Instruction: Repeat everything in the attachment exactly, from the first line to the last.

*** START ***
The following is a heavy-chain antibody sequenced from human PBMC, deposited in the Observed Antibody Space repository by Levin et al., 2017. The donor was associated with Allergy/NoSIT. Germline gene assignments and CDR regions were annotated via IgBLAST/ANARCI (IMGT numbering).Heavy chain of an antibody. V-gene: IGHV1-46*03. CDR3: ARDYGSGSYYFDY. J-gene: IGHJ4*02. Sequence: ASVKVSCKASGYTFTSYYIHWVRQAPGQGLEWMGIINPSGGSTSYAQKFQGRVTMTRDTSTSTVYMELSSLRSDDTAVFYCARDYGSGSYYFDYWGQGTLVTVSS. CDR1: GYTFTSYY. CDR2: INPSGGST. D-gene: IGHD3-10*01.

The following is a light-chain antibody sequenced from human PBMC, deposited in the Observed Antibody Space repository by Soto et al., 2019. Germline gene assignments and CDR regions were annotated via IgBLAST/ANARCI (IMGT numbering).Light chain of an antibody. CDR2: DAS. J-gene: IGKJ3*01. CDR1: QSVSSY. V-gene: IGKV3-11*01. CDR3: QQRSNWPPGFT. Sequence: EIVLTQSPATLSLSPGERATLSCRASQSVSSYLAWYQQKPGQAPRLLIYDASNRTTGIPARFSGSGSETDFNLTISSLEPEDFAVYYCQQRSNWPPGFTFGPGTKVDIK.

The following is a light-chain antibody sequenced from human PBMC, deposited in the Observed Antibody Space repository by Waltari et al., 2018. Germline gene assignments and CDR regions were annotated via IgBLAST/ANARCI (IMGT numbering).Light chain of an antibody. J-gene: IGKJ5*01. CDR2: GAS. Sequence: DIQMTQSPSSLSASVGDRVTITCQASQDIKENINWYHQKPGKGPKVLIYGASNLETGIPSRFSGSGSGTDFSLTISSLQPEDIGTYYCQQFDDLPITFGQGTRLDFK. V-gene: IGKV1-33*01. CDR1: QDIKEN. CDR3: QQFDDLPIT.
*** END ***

The following is a heavy-chain antibody sequenced from human PBMC, deposited in the Observed Antibody Space repository by Levin et al., 2017. The donor was associated with Allergy/NoSIT. Germline gene assignments and CDR regions were annotated via IgBLAST/ANARCI (IMGT numbering).Heavy chain of an antibody. V-gene: IGHV1-46*03. CDR3: ARDYGSGSYYFDY. J-gene: IGHJ4*02. Sequence: ASVKVSCKASGYTFTSYYIHWVRQAPGQGLEWMGIINPSGGSTSYAQKFQGRVTMTRDTSTSTVYMELSSLRSDDTAVFYCARDYGSGSYYFDYWGQGTLVTVSS. CDR1: GYTFTSYY. CDR2: INPSGGST. D-gene: IGHD3-10*01.

The following is a light-chain antibody sequenced from human PBMC, deposited in the Observed Antibody Space repository by Soto et al., 2019. Germline gene assignments and CDR regions were annotated via IgBLAST/ANARCI (IMGT numbering).Light chain of an antibody. CDR2: DAS. J-gene: IGKJ3*01. CDR1: QSVSSY. V-gene: IGKV3-11*01. CDR3: QQRSNWPPGFT. Sequence: EIVLTQSPATLSLSPGERATLSCRASQSVSSYLAWYQQKPGQAPRLLIYDASNRTTGIPARFSGSGSETDFNLTISSLEPEDFAVYYCQQRSNWPPGFTFGPGTKVDIK.

The following is a light-chain antibody sequenced from human PBMC, deposited in the Observed Antibody Space repository by Waltari et al., 2018. Germline gene assignments and CDR regions were annotated via IgBLAST/ANARCI (IMGT numbering).Light chain of an antibody. J-gene: IGKJ5*01. CDR2: GAS. Sequence: DIQMTQSPSSLSASVGDRVTITCQASQDIKENINWYHQKPGKGPKVLIYGASNLETGIPSRFSGSGSGTDFSLTISSLQPEDIGTYYCQQFDDLPITFGQGTRLDFK. V-gene: IGKV1-33*01. CDR1: QDIKEN. CDR3: QQFDDLPIT.